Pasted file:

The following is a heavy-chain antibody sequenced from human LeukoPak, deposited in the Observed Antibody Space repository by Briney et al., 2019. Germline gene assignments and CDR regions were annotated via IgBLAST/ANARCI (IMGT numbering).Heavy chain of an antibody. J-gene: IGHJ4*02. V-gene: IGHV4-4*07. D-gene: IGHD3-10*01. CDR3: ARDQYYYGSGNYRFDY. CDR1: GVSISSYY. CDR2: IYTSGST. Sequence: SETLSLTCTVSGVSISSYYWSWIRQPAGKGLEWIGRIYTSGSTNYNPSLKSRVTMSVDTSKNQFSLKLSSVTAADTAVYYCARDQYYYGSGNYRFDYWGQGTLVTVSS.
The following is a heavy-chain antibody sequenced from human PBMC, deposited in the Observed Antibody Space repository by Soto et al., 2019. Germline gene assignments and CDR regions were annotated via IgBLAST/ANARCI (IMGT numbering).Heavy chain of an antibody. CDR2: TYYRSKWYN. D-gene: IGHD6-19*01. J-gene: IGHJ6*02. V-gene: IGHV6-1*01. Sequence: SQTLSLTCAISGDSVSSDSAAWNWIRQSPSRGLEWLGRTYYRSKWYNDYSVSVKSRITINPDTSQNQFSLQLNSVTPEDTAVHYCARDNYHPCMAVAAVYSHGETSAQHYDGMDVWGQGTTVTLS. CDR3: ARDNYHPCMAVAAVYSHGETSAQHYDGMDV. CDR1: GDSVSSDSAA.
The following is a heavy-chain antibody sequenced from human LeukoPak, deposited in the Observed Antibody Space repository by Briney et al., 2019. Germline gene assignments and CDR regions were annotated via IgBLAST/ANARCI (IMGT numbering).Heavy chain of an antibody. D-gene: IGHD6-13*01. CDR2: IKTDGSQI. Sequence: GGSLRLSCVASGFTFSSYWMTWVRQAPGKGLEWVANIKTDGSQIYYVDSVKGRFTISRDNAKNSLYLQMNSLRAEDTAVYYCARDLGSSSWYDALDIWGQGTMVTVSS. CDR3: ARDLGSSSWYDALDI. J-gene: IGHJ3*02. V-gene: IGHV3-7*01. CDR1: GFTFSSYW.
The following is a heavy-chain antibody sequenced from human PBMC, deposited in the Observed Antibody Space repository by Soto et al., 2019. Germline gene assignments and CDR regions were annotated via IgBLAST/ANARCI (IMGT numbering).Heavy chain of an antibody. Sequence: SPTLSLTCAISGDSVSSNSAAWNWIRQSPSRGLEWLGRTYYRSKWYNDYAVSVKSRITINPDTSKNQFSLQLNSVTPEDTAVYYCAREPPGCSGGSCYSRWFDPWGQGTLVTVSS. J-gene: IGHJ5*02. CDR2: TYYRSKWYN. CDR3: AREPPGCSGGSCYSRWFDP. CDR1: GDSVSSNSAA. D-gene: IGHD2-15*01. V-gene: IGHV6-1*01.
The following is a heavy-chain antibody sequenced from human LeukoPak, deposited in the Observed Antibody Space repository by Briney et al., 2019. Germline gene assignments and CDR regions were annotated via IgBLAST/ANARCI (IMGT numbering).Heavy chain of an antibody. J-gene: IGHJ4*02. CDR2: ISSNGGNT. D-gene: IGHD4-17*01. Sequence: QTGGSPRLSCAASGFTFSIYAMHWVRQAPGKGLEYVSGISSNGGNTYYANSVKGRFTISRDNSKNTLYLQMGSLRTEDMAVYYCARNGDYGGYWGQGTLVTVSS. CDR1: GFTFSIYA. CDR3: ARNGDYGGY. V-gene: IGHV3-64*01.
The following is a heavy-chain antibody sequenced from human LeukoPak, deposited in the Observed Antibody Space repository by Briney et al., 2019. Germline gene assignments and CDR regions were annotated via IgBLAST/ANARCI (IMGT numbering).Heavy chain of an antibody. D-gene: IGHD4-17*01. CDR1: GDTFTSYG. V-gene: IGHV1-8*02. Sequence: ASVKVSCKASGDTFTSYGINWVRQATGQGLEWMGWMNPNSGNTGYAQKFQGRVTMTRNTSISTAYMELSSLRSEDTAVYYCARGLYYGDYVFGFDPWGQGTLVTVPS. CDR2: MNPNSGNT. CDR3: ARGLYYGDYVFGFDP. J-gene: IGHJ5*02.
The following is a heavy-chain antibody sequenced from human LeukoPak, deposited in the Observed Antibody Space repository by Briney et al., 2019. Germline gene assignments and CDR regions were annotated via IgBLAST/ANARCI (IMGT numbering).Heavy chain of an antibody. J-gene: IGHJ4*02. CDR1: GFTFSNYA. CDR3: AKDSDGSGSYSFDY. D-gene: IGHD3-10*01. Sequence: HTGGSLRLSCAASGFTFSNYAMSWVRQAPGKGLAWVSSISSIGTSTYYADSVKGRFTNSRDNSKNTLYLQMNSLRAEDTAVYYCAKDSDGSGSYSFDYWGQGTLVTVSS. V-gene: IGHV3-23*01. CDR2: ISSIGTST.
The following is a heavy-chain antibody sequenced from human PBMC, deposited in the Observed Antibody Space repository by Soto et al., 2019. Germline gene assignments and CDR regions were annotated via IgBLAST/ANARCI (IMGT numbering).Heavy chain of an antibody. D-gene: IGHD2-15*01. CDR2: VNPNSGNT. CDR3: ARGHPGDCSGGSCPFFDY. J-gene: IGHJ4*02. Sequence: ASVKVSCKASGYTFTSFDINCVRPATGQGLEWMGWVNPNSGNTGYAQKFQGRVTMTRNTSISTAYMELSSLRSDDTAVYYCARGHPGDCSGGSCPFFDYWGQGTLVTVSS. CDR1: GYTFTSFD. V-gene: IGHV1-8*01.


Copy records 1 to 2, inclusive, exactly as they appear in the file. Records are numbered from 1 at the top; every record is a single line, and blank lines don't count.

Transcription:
The following is a heavy-chain antibody sequenced from human LeukoPak, deposited in the Observed Antibody Space repository by Briney et al., 2019. Germline gene assignments and CDR regions were annotated via IgBLAST/ANARCI (IMGT numbering).Heavy chain of an antibody. J-gene: IGHJ4*02. V-gene: IGHV4-4*07. D-gene: IGHD3-10*01. CDR3: ARDQYYYGSGNYRFDY. CDR1: GVSISSYY. CDR2: IYTSGST. Sequence: SETLSLTCTVSGVSISSYYWSWIRQPAGKGLEWIGRIYTSGSTNYNPSLKSRVTMSVDTSKNQFSLKLSSVTAADTAVYYCARDQYYYGSGNYRFDYWGQGTLVTVSS.
The following is a heavy-chain antibody sequenced from human PBMC, deposited in the Observed Antibody Space repository by Soto et al., 2019. Germline gene assignments and CDR regions were annotated via IgBLAST/ANARCI (IMGT numbering).Heavy chain of an antibody. CDR2: TYYRSKWYN. D-gene: IGHD6-19*01. J-gene: IGHJ6*02. V-gene: IGHV6-1*01. Sequence: SQTLSLTCAISGDSVSSDSAAWNWIRQSPSRGLEWLGRTYYRSKWYNDYSVSVKSRITINPDTSQNQFSLQLNSVTPEDTAVHYCARDNYHPCMAVAAVYSHGETSAQHYDGMDVWGQGTTVTLS. CDR3: ARDNYHPCMAVAAVYSHGETSAQHYDGMDV. CDR1: GDSVSSDSAA.